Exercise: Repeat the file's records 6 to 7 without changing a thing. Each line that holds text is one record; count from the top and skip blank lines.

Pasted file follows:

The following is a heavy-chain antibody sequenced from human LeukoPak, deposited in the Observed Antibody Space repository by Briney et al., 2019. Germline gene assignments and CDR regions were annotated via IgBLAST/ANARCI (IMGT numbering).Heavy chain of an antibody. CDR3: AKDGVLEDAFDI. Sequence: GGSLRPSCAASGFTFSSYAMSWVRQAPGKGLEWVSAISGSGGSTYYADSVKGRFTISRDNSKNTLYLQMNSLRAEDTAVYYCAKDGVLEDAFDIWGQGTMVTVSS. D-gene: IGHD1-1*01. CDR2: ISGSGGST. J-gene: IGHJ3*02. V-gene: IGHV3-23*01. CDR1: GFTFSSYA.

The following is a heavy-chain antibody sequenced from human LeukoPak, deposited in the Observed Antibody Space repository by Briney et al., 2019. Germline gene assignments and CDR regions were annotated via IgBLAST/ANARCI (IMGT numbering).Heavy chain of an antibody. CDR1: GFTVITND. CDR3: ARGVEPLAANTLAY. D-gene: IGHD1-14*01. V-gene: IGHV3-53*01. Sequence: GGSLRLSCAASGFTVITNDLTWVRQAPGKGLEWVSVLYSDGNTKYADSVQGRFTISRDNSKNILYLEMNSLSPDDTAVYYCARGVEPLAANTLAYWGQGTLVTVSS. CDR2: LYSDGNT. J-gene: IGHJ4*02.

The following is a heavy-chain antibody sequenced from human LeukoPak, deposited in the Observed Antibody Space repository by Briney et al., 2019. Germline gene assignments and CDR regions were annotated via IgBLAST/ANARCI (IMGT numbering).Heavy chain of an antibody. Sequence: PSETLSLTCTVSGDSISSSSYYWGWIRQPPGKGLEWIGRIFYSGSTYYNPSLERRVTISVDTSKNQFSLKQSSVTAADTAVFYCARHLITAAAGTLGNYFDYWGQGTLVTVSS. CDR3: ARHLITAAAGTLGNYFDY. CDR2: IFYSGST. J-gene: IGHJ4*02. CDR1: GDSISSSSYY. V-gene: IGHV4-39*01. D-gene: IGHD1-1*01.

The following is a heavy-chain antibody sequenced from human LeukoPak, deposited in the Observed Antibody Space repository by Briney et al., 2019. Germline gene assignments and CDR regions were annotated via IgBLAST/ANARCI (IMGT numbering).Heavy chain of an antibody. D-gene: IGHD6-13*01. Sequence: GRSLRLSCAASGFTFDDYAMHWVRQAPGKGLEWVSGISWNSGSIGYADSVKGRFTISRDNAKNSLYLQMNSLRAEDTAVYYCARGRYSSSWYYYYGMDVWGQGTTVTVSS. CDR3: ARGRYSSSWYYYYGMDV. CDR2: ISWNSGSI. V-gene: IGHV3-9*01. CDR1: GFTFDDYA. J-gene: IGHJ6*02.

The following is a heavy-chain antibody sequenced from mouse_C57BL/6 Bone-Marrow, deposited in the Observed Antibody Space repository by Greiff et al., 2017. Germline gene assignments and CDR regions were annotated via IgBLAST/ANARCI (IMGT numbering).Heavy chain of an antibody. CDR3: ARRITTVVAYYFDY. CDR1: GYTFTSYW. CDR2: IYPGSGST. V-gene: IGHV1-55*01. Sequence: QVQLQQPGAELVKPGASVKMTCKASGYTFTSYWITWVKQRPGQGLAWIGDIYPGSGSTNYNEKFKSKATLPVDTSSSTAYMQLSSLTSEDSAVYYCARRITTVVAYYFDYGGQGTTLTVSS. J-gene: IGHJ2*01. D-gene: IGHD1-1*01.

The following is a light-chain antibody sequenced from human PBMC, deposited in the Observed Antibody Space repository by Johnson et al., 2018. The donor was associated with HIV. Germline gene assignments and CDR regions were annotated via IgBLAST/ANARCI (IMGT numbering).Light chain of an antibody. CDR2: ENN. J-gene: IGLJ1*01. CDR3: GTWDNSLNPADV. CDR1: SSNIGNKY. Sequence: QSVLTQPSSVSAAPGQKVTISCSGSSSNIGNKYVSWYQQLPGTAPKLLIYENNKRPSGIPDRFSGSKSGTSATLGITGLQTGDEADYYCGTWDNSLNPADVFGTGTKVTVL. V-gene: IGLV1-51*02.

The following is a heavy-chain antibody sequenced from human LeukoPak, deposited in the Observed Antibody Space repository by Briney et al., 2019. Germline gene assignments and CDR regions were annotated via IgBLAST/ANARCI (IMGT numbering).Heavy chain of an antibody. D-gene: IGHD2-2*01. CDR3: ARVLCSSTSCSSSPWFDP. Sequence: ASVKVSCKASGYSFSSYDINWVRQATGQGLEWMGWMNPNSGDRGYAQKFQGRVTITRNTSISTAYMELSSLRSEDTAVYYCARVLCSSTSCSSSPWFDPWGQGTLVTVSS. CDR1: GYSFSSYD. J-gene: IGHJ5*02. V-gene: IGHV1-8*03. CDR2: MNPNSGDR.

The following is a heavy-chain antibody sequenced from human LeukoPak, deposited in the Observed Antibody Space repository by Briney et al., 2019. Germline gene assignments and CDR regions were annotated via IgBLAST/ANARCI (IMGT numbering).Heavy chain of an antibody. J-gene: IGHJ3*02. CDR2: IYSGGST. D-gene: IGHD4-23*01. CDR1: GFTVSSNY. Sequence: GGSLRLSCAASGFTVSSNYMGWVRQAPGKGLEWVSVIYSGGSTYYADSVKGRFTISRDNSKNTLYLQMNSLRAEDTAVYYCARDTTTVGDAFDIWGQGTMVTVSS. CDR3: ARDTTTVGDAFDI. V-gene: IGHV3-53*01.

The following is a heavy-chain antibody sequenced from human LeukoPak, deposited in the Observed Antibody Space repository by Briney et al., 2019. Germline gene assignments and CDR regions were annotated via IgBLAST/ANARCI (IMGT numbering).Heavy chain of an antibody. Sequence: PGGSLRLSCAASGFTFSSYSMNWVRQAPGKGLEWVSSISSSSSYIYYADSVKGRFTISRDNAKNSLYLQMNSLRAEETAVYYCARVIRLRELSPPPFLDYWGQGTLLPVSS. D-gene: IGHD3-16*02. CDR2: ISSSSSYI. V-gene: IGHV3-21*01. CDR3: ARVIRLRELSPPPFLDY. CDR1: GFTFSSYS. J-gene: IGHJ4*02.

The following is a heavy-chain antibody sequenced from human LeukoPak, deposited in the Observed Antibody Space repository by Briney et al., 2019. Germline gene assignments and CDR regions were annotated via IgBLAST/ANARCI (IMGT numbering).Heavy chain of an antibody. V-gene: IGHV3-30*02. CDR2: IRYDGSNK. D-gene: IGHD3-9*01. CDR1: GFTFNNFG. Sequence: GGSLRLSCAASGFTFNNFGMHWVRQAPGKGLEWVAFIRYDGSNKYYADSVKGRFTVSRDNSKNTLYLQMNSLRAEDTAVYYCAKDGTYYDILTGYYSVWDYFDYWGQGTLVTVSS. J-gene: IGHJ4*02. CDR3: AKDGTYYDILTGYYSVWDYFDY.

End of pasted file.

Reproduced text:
The following is a light-chain antibody sequenced from human PBMC, deposited in the Observed Antibody Space repository by Johnson et al., 2018. The donor was associated with HIV. Germline gene assignments and CDR regions were annotated via IgBLAST/ANARCI (IMGT numbering).Light chain of an antibody. CDR2: ENN. J-gene: IGLJ1*01. CDR3: GTWDNSLNPADV. CDR1: SSNIGNKY. Sequence: QSVLTQPSSVSAAPGQKVTISCSGSSSNIGNKYVSWYQQLPGTAPKLLIYENNKRPSGIPDRFSGSKSGTSATLGITGLQTGDEADYYCGTWDNSLNPADVFGTGTKVTVL. V-gene: IGLV1-51*02.

The following is a heavy-chain antibody sequenced from human LeukoPak, deposited in the Observed Antibody Space repository by Briney et al., 2019. Germline gene assignments and CDR regions were annotated via IgBLAST/ANARCI (IMGT numbering).Heavy chain of an antibody. D-gene: IGHD2-2*01. CDR3: ARVLCSSTSCSSSPWFDP. Sequence: ASVKVSCKASGYSFSSYDINWVRQATGQGLEWMGWMNPNSGDRGYAQKFQGRVTITRNTSISTAYMELSSLRSEDTAVYYCARVLCSSTSCSSSPWFDPWGQGTLVTVSS. CDR1: GYSFSSYD. J-gene: IGHJ5*02. V-gene: IGHV1-8*03. CDR2: MNPNSGDR.